• Market Crumbs

Should Equity Research Analysts Start Learning To Code?


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"25 analysts started coverage of Uber. None of them think the stock is a sell."


"Just one day after a short seller slammed SmileDirectClub, all 10 banks on its IPO rate it a buy."


These are some examples of headlines from earlier this year, showcasing the groupthink among Wall Street analysts. Of course, both stocks have since plummeted. Uber has declined 36% from its high. SmileDirectClub has declined 59% from its high.


Given the lack of value this profession notoriously adds, this news may not cause everyone to feel sorry. Equity research headcount across 12 major banks has declined by 8% to approximately 3,500, according to research firm Coalition Development. Coalition Development's analysis of every major bank shows this year is on track for the largest decline since they began studying the headcount data in 2012.


As of December 31, 2012, equity research headcount at the 12 banks was approximately 4,400. As of June 30, 2019, headcount stood at approximately 3,500. That equates to roughly 1 in 5 equity research analysts losing their job over the period.


This news isn't completely surprising, though. Market Crumbs recently wrote at the end of 2018 New York City had 4% fewer banking, insurance, securities and real estate employees than in 2008. Not surprisingly, technology and regulations are causing the profession to shrink.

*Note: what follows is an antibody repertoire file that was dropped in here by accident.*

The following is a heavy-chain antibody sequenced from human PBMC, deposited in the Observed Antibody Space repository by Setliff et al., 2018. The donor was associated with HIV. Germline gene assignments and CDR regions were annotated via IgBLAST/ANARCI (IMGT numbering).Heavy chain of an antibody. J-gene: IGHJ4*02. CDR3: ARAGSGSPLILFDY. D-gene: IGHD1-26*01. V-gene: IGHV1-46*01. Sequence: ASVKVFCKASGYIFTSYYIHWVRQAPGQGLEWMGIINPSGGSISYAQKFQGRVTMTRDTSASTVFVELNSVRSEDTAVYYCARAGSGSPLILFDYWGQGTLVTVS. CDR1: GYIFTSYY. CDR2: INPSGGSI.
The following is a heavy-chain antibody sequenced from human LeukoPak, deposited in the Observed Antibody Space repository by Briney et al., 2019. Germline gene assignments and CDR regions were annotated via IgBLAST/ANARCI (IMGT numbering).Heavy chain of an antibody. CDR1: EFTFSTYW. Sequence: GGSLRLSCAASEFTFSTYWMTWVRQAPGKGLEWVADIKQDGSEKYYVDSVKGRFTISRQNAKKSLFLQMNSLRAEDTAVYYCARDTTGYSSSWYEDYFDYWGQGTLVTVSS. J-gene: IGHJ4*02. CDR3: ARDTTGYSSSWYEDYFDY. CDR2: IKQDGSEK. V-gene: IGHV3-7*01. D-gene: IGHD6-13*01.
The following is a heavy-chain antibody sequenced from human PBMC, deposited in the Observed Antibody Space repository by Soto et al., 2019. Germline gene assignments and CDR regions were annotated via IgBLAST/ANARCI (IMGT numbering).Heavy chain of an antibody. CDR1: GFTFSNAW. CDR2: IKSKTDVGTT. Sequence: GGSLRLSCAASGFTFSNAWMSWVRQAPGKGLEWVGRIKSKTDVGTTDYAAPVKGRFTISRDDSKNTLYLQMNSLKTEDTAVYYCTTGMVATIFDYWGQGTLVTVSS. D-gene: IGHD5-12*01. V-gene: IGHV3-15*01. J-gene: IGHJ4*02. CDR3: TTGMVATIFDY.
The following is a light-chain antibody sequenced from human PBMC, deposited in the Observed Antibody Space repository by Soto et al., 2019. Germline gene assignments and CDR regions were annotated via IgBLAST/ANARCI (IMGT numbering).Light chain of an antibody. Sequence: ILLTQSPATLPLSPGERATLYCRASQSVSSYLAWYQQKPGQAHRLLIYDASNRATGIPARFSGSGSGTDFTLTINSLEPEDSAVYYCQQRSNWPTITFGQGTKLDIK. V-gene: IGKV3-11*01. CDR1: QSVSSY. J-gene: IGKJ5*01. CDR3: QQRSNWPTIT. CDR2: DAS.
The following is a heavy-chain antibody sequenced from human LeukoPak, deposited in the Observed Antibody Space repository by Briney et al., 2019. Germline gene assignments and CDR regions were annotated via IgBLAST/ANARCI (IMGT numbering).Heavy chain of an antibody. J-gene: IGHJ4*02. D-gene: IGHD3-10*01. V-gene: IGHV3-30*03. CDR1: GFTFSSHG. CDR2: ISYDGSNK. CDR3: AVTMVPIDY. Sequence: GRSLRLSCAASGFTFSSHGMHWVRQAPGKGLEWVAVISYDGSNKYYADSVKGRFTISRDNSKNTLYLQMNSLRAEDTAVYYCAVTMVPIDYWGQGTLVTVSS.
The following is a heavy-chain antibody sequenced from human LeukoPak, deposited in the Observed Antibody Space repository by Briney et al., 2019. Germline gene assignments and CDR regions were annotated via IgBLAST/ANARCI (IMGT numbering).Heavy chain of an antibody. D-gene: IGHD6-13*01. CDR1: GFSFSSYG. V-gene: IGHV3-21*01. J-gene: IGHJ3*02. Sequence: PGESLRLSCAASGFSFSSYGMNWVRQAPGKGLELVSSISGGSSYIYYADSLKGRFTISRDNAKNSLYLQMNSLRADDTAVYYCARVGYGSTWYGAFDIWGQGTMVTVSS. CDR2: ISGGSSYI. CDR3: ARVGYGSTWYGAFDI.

Technology is eating away at the need for equity research analysts as passive investing continues to eat away at active investing's market share. Passive investing is now pushing nearly 50% of all assets for U.S. stock-based funds—up from 25% a decade ago, according to Morning Star. Last December, when the market got slammed before Treasury Secretary Steve Mnuchin infamously called the PPT, investors pulled nearly $143 billion from active funds while passive funds pulled in nearly $60 billion.


Regulations, specifically the European regulation MiFID, are also causing banks to cut back on equity research headcount. MiFID, which stands for Markets in Financial Instruments Directive, required research costs to be separated from trading fees. U.K regulators said earlier this year that buyside research spending has fallen between 20% and 30% since MiFID went into effect. While the U.S. Securities and Exchange Commission hasn't implemented a similar rule in the U.S., some banks are paying for research costs out of pocket instead of pushing the cost on to clients.


About half of U.S. fund managers still bundle fees, but some larger firms are beginning to unbundle them. U.S. equities commissions have declined approximately 42% since 2015, according to a Tabb Group. With banks and managers focused on winning client's assets, they have to compete on price and equity research headcount appears to be an expense they're not willing to pay for as they have in the past.


With the market having evolved into an algo-driven, low volume melt-up on the heels of fake trade war news, buybacks and an accommodative Fed, the need for equity research analysts is likely to only diminish further as time goes on. After all, a recent guest on CNBC explained the current environment best, saying markets have "nothing to do with fundamentals anymore."